I am scampering half-blind toward the last row of machines when a giant tower, jutting into the aisle, trips me. I crash to the concrete. Cursing, raising up onto my throbbing shoulder, I squint at the tower, which bears the Elite "E"—blue, topped with the skyward arrow.
It's one impressive machine. I can hear the disk platters spinning, cranking—they could be compressing coal into diamonds inside. What does Elite need with their own server? Just transporting this beast up from the garage would be a chore. Why?
What are these guys about?
No time to ponder; I gotta move. I shrug off my aches and locate /t, whip out a USB cable, stretch on tiptoes plugging one end into the back and the other to my phone, which will have to serve as my input device.
Raven's livestream still plays on my cell. Before swiping it away, I note that her hallway looks empty. The guard must have returned to his post.
I am just praying he won't notice the blown keycard-reader when a series of progressively-louder thuds begin behind me, followed by a crash that can only be one thing. A toppled rolling cart.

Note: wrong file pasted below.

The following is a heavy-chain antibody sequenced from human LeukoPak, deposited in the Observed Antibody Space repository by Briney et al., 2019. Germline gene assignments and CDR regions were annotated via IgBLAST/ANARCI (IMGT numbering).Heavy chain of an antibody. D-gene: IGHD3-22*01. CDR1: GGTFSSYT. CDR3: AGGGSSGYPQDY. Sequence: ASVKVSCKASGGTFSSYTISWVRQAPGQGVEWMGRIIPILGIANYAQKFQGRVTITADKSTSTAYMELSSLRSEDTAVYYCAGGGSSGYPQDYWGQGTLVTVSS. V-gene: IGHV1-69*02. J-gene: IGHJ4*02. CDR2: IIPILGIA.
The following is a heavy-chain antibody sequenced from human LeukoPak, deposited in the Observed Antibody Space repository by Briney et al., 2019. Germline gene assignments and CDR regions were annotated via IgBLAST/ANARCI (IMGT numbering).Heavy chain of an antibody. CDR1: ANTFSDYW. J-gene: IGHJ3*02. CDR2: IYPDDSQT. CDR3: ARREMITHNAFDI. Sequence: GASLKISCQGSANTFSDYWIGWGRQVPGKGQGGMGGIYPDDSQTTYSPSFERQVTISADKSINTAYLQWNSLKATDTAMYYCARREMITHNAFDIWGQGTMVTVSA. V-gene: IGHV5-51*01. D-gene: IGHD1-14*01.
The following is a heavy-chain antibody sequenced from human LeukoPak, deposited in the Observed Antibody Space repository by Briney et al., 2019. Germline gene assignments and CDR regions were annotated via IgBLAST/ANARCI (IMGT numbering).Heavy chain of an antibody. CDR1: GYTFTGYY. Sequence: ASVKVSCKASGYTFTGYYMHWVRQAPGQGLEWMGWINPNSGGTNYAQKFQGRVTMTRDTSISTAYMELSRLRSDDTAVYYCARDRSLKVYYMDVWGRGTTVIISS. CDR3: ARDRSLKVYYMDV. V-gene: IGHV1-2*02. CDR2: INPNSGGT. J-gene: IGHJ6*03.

The server racks are eight feet tall, leaving a short gap below the ceiling. I climb the boxes two at a time, sandal-treads digging off their chassis edges, which groan but don't break under my 90-odd pounds. Bless Paul for his priggish insistence on titanium.
I heave myself over the top. Ow! My shins and groin bang into the top server, whose surface burns my exposed wrists. I flatten out till my elbows and ankles find the cool edges of the rack, then lie in this excruciating position—spread like a squirrel pelt—to listen.
The guard's footsteps boom around like rifle-shot. He walks down one row, up the next. Ambient computer noise worms around my brain. He pauses several times—inspecting? receiving a message on his phone?—and I hold my breath. I hear him flip the light switch. The room stays dark. The guard says nothing.
When he nears /t, I shrink back from the aisle by small, crab-like movements. My USB cord remains plugged in but is hardly visible, just a sagged section between racks.
I can't tell if this exhalation is pensive, or bored, or what. I keep perfectly still. My thigh muscles, flexed to keep me off the surface of this top burning-hot server, scream with exertion.
Finally the guard moves off. In another minute, he's left the room.
I half-climb, half-vault to the floor. There is no time to regroup. He might be reporting these irregularities, the blown reader and barricaded door, to his superiors. Swiping my cell keyboard, I access /t and navigate to the carebnb database.